Tagged: sedatives

Cowslip – sleep part 7

Should we re-name these flowers ‘Cowsleep’?

These pretty flowers literally litter the grassy banks of the A41. Until recently they were protected as they had been wild harvested until near extinction – hard to believe when you see the swathes of them between the M25 turning for Hemel Hempstead and then at the slip road going back on at Hemel!

Like so many herbs, all the parts of the lant are useful medicines but, it’s the yellow corolla – the flower part of the flowering heads – which are particularly sedative.

I have recently begun using the flower as my main herb for sleep mixes. I always combine several herbs in order to address the multiple aspects of sleeplessness that the person I prescribe for is experiencing. It has a light taste which I have read described as aniseed-y but I don’t agree. Or, certainly not as a tincture. I see the point but if you don’t like aniseed don’t be put off as it’s really not that strongly so!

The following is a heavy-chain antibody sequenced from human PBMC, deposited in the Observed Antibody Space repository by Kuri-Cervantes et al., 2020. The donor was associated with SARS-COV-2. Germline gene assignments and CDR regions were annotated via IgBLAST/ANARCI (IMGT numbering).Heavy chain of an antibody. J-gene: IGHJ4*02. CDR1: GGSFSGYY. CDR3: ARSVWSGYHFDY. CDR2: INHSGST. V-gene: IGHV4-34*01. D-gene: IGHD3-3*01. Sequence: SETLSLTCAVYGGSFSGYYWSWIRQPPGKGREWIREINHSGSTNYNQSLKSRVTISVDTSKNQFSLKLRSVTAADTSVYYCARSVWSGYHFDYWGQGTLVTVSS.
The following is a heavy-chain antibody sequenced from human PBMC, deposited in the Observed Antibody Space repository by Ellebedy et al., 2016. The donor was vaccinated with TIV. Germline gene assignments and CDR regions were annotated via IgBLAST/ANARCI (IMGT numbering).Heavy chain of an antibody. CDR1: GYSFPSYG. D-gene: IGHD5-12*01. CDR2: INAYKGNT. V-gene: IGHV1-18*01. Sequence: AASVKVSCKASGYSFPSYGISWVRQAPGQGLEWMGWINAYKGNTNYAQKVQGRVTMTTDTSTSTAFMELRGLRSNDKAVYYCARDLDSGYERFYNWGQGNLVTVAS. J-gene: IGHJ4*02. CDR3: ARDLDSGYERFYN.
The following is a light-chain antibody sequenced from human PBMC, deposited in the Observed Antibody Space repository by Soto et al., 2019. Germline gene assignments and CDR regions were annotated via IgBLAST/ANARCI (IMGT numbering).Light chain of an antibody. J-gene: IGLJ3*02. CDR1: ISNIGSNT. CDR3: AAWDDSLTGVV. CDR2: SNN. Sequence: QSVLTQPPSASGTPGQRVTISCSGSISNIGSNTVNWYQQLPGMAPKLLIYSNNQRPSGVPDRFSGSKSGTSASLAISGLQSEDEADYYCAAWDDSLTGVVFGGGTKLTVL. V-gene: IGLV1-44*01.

As with all sedatives, the ideal is that they wouldn’t be taken over a long period of time. That they be used for a short burst during a temporary sleep disturbance. If your sleep continues to be poor quality, slow in coming, short in duration, disturbed and more, it’s a really good idea to begin the journey to address why that is.

That’s what we do together. There’s loads of research about sleep and what happens to our bodies when we don’t get enough. We still don’t fully understand why we sleep or what really happens when we do. But, I have only heard it said in one place that in order to sleep and sleep well and gain good nourishment from it, we need to have plenty of energy. In chronic sleep deprivation and chronic fatigue states, we become so depleted that we don’t have enough energy to sleep!

The daytime is as important as the night! Nourishing yourself with good foods, avoiding depleting stimulants, and getting really goot relaxation are all key to replenishing the stores for better sleep.

Cautions: This remedy should not be prescribed for pregnant women, patients who are sensitive to aspirin, or those taking anti-coagulant drugs such as warfarin. Long-term use may also be inadvisable if taking hypotensive medications – PFAF

Wild harvesting: Please don’t pick these flowers yourself as we don’t want to get into the situation where they are near extinction again. It’s fine to pick a small handful to try out as a tea but if you want a plentiful supply, I suggest buying them from a sustainable source. I stock them as both a dried flower and tincture.